2.      Referral to weight management services


As outlined in the AoMRC report, we want to see NHS Wales invest £100m in the next three financial years to extend and increase provision of weight management services, mirroring the existing provision of smoking cessation services.  In our view, this should include both early intervention programmes and, greater provision for severe and complicated obesity, including bariatric surgery. Adjustments could then be made to the Quality and Outcomes Framework, providing incentives for GPs to refer patients to such services.


Currently, the availability of weight management services is variable, with significant geographical variation.


3.      The school environment


We want to see the Welsh Government mirror steps being taken in England to introduce a new statutory requirement on all schools to provide food skills, including cooking and growing – alongside a sound theoretical understanding of the long-term effects of food on health and the environment from the 2014/15 academic year.


There needs to be a long term strategy so that children are educated about nutrition in schools in a way that has been absent in recent years and this knowledge can be passed on to future generations.


Schools and organisations have a responsibility to control portion size and access to unhealthy foods.  The College acknowledges the non-statutory actions by the Welsh Government to promote healthy eating in schools and welcomes the draft Healthy Eating in Schools (Nutritional Standards and  Requirements) (Wales) Regulations as part of the Healthy Eating in Schools (Wales) Measure 2009.  We urge the Welsh Government to fulfil their undertaking to implement the timetable for commencing the provisions in the Measureand for introducing regulations for food and drink provided in secondary schools, special schools and pupil referral units by September 2013.


4.      Educating parents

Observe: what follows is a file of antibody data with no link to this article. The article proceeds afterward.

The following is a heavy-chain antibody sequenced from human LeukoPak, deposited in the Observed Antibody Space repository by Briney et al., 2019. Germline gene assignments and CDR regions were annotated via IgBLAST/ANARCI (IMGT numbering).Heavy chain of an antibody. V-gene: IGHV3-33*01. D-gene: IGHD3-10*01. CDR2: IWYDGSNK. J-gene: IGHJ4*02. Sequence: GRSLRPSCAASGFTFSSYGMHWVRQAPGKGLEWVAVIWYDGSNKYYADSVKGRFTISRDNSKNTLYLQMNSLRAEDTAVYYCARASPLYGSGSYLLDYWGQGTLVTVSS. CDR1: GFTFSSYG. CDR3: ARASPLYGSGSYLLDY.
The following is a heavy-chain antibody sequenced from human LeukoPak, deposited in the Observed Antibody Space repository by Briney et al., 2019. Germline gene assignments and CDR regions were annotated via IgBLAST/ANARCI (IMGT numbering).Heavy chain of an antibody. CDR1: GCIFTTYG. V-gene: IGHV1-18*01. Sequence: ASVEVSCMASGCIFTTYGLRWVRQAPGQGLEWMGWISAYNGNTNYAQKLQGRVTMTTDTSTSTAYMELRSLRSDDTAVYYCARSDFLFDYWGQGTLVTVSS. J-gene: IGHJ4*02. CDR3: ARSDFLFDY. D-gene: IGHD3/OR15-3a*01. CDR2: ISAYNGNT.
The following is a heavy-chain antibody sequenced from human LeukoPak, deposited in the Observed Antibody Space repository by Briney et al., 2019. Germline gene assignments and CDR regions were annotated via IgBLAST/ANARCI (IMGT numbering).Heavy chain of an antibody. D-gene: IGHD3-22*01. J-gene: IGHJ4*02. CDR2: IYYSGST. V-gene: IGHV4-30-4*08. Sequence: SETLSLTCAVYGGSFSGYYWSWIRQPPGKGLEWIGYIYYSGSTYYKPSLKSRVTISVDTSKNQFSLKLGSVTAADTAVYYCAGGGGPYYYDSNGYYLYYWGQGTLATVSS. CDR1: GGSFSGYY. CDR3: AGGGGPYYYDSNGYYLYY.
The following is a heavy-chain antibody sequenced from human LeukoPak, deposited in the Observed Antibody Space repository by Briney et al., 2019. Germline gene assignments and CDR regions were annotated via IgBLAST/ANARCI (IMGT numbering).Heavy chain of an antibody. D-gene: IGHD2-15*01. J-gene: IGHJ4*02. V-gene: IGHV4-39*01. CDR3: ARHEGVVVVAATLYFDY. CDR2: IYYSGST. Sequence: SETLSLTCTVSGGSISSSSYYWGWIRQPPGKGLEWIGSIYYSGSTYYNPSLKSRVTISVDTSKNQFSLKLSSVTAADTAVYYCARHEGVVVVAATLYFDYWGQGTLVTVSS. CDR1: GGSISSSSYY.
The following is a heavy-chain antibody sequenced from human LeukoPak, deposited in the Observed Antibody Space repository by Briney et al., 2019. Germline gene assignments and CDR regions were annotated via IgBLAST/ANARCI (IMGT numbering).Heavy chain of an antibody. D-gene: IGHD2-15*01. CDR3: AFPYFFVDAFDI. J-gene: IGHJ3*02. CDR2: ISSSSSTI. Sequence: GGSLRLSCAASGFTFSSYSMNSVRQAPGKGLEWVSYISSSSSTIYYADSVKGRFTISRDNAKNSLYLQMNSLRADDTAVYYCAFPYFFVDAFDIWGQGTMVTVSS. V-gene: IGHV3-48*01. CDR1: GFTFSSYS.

Children are hugely influenced by their parents’ behaviours – and getting into good eating habits early is crucial to healthy weight gain in infants right through to adulthood.  A parent's role in shaping a child's lifestyle and emotional wellbeing during the early years is vital.  Children identified as obese before the age of three not only face a greater chance of having life-long weight issues, but are also more at risk of being plagued with serious health complaints, ranging from joint problems and heart failure to psychological conditions.


It is important that the early years workforces (including health visitors, midwives etc) are adequately ‘skilled up’ to deliver basic food preparation skills to new mothers and fathers, and to guide appropriate food choices.


This should include support and advice from breastfeeding through to weaning and portion sizes across the age groups:


             Encouraging breastfeeding

·         According to a recent study by Nottingham University School of Nursing, Midwifery and Physiotherapy Breastfeeding during the first six months of a baby's life can reduce the chances of that child becoming overweight by as much as 15%.

·         Despite almost three-quarters of new mothers breastfeeding their baby during the initial weeks, less than half continue to do so by the time the child is six to eight weeks old – the lowest rate in Europe.  The fact that Britain is not only the most obese nation but also the country with the lowest breastfeeding statistics on the continent is no coincidence


Healthy eating

·         For children progressing on to solid foods, attention should be drawn to how healthy eating can be more cost-effective for families. Educating parents about nutritional ingredients, how to cook healthy meals and appropriate portion sizes for their children is only the beginning.  The onus is also on the government, food manufacturers and advertising companies, as well as those involved in childcare, to ensure that families – regardless of their budget – can afford healthy food and provide a balanced diet for their children

·         We recommend the exploration of a tax on foods that are high in saturated fat, salt and sugar, with appropriate measures taken to ensure this doesn't disadvantage low-income families.  At the moment, unhealthy foods are cheaper than healthy products and we don't want that to be the case


We would recommend that these recommendations are included in the Welsh Government’s ‘Flying Start’ programme, as referred to in section 2.